The term Mezzanine Finance can be complicated. Mezzanine financing in commercial properties gives lenders the authority to convert debt into equity if a borrower defaults on a payment.

To give you a better example of this would be, if the borrower fails to pay the debt on time, the lender then can take action by taking an amount of the investment property. They can then sell a part of it to pay off their debt owed. Mezzanine financing can be useful for both first-time commercial real estate and property investors. Seasoned investors can also enjoy the benefit of Mezzanine financing as a way to increase their property portfolio. Mezzanine financing is beneficial for those who don’t have enough funds to do so. Mezzanine finance loans typically run from 1-5-year terms, although some loans can go up to 10 years. Also, mezzanine loans are usually interest-only.

Mezzanine Finance

How does mezzanine finance work?

Part of the reason why the term mezzanine is complicated is that it is a kind of catch-all for an entire category of mortgage debt types — also used for non-common equity instruments that are filling in a capitalisation gap between them.

Mezzanine, which means middle is a financing term that can take the form of debt or equity, but more specifically:

  • Preferred Equity
  • Junior debt includes things such as a second mortgage
  • Participating debt
  • Convertible debt

Senior mortgage debt is secured legally such as development, commercial, or bridging loans. It can also be collateralised, by a physical property and then associated with cash flows. Then the right to keep the property until the debt is paid on the property in question. The debt is then recorded with the government to certify a legal relationship.

In all cases, the mezzanine finance option is classed as senior debt, and in almost all cases, mezzanine finance is not secured by the property. Instead, it is secured by the equity of the company or person that owns the investment in the asset. So, the mezzanine position is always a riskier one to be in. For this reason, the cost of what you pay for mezzanine capital is higher than that of senior mortgage debt.

How is mezzanine finance modelled?

For property developments, mezzanine finance will be used before the primary commercial loan. Then it will be repaid. But only once the original construction loan is repaid in full. Your sources of funds have to reflect this priority of funding and the lack of priority when it comes to paying back.

For purchases and assuming all the loans close at the same time, you do not have to worry about the priority.

If the mezzanine financing takes the form of preferred equity, the funding depends on the joint venture operating arrangement between the mezzanine investor and the property equity backers. The preferred shares will provide the holders of the shares some set of named rights above the rights of the common equity. It will be subordinate to senior debt. One example means that the preferred equity will engage in a priority preferred return, whereas the common equity doesn’t.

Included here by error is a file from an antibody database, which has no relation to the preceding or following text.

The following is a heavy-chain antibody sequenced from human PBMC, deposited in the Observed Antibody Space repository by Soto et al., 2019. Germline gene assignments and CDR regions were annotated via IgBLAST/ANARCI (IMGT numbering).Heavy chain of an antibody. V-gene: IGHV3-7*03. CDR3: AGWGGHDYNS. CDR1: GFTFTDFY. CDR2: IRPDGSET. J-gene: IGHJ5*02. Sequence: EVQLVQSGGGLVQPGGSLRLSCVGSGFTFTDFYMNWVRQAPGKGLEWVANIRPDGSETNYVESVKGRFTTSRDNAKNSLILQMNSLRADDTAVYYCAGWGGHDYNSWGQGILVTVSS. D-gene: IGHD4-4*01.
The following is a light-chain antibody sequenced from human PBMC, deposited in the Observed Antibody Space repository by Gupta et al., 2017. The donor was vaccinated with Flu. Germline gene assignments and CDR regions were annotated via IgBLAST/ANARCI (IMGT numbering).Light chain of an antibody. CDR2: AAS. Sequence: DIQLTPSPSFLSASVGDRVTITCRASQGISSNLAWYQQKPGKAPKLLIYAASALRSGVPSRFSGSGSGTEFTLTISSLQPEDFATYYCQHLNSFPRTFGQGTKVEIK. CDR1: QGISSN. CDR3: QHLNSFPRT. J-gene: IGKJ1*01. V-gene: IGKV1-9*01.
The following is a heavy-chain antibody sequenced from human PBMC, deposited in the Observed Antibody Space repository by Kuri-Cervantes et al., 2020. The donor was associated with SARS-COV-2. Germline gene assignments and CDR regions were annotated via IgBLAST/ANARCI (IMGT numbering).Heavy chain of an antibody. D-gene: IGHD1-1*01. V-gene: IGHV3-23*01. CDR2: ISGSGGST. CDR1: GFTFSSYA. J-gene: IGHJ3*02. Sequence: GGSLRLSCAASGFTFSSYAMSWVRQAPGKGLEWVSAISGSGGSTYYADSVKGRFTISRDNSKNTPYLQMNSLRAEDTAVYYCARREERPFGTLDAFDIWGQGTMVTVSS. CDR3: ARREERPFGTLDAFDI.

Convertible debt provides the debt with the option to convert into common equity at specific terms.

The main benefit of a mezzanine finance loan.

One of the most significant advantages of mezzanine finance is that you can use a flexible financing plan. Also, you have a low probability that the owner will lose ownership or complete control of the property.

Mezzanine finance does not usually require the same amount of due diligence. This means Mezzanine finance is generally quicker to achieve a response from the provider rather than other types of loans.

Mezzanine finance is also growing in popularity. Many agencies and lenders have introduced the service to their product portfolios. They have done this to encourage borrowers and also to help keep properties more affordable. Some of these companies don’t have their own mezzanine products, but they do allow using mezzanine finance for buyers in a variety of different circumstances.

For a commercial property developer who needs more funds to build or even to finance a new project, preferred equity is beginning to increase in popularity as an alternative to mezzanine financing. But unlike mezzanine financing, which is classed as debt with an equity conversion option, preferred equity gives the investor a direct stake in the project. So usually, preferred equity gives an external investor a fixed rate of return.

Preferred equity investors don’t possess any rights of ownership against the property, and, unlike first-position lenders, they don’t have any rights of ownership against the property. For this reason, preferred equity investment becomes riskier than a mezzanine loan. But, many equity investors have what is called an “equity kicker”. An equity kicker is an additional equity incentive, and this allows them to take part in a project’s gains if the property reaches its expected potential.

Mezzanine finance Prepayment Penalties

The same as other kinds of commercial loans, mezzanine finance typically involves a prepayment penalty. So if a borrower tries to pay off their loan early, they will incur charges. Mezzanine finance does not usually have long lock-out periods. Prepayment still can be expensive, as most finance providers need their borrowers to pay yield maintenance. Yield maintenance allows the investors to maintain the same amount of yield they would if the borrower had made the early prepayment.

DISCLAIMER: These articles are for information only and should not be construed as advice. You should always seek advice prior to taking any action.